ete camsa-kalah pumsah
Krishnas tu bhagavan svayam

“All of the above-mentioned incarnations are either plenary portions or portions of the plenary portions of the Lord, but Lord Sri Krishna is the original Personality of Godhead.” (Bhag. 1.3.28) Actually, the First Canto’s entire Third Chapter serves to prove our point: Its first four verses glorify the Vishnus who appear in the beginning of creation, and then it lists a number of important incarnations, including Krishna Himself. It is only at the end of the list that we find the words Krishnas tu bhagavan svayam “Krishna is God Himself” words that ring loudest for the Bhagavatam’s traditional commentators.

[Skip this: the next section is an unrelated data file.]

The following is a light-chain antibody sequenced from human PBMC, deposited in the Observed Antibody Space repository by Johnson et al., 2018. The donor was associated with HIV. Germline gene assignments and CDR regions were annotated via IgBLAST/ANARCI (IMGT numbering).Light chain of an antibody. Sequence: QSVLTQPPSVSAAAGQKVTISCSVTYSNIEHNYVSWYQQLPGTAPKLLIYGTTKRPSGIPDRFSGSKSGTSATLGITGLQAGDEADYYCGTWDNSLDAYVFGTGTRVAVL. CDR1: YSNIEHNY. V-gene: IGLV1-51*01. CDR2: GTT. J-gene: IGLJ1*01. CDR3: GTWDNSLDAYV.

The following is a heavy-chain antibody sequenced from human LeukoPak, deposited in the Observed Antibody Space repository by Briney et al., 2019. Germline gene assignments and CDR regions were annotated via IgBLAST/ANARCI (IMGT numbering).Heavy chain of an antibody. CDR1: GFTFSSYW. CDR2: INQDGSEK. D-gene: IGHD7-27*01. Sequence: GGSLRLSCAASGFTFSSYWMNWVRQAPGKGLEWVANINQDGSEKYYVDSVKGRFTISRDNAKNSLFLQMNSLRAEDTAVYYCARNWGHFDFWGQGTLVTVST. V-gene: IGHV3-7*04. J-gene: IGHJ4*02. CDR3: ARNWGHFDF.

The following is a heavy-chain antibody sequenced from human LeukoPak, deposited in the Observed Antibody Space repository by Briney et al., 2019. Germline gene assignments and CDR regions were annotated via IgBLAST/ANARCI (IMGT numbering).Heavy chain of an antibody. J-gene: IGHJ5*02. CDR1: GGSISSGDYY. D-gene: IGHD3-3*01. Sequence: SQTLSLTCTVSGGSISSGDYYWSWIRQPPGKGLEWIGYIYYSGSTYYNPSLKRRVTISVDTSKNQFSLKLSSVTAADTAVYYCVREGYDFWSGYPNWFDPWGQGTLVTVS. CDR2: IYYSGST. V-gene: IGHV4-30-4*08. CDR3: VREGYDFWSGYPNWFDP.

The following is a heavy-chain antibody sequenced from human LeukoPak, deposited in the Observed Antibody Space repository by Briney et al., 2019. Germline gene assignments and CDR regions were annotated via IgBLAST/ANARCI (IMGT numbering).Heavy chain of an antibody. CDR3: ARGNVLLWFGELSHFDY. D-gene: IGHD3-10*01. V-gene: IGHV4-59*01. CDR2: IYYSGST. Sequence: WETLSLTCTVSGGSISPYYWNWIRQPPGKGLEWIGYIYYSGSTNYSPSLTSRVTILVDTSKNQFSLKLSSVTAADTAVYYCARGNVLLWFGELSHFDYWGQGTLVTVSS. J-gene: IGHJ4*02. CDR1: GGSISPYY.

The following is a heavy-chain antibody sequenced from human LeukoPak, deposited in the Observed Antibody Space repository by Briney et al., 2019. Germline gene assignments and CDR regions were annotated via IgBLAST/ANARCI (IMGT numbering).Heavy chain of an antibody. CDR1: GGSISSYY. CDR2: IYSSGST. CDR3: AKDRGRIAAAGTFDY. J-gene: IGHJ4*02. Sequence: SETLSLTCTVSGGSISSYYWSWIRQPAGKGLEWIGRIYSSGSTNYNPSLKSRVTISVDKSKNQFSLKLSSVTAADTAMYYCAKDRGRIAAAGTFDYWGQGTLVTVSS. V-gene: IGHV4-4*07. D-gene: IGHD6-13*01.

Prabhupada’s commentary on that text is clear: “In this particular stanza Lord Sri Krishna, the Personality of Godhead, is distinguished from other incarnations.” And later in that purport: “According to Srila Jiva Goswami’s statement, in accordance with authoritative sources, Lord Krishna is the source of all other incarnations. It is not that Lord Krishna has any source of incarnation.”

According to Sri Jiva Goswami, one of the patriarchs of the Gaudiya Vaishnava tradition, this verse (Krishnas tu bhagavan svayam) is the paribhasa-sutra of the entire 18,000-verse Bhagavatam. A paribhasa-sutra states the central theme of a literary work. In his Krishna-sandarbha (Anuccheda 73), Sri Jiva elaborates, writing that the many verses of the Bhagavatam might be compared to an army, with this verse the monarch who commands that army. He further shows that, according to this verse and many others, Krishna is the original form of God and the ideal object of pure devotional service.